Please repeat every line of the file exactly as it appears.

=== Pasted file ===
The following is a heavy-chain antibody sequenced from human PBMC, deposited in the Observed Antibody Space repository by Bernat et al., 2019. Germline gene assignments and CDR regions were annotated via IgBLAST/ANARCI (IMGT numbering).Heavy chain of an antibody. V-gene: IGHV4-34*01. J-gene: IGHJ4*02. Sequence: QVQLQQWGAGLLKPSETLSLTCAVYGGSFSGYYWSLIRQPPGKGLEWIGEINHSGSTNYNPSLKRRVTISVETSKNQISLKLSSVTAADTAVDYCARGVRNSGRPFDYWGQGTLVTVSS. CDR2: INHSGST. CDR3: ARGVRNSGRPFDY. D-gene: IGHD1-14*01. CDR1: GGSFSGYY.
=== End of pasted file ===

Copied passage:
The following is a heavy-chain antibody sequenced from human PBMC, deposited in the Observed Antibody Space repository by Bernat et al., 2019. Germline gene assignments and CDR regions were annotated via IgBLAST/ANARCI (IMGT numbering).Heavy chain of an antibody. V-gene: IGHV4-34*01. J-gene: IGHJ4*02. Sequence: QVQLQQWGAGLLKPSETLSLTCAVYGGSFSGYYWSLIRQPPGKGLEWIGEINHSGSTNYNPSLKRRVTISVETSKNQISLKLSSVTAADTAVDYCARGVRNSGRPFDYWGQGTLVTVSS. CDR2: INHSGST. CDR3: ARGVRNSGRPFDY. D-gene: IGHD1-14*01. CDR1: GGSFSGYY.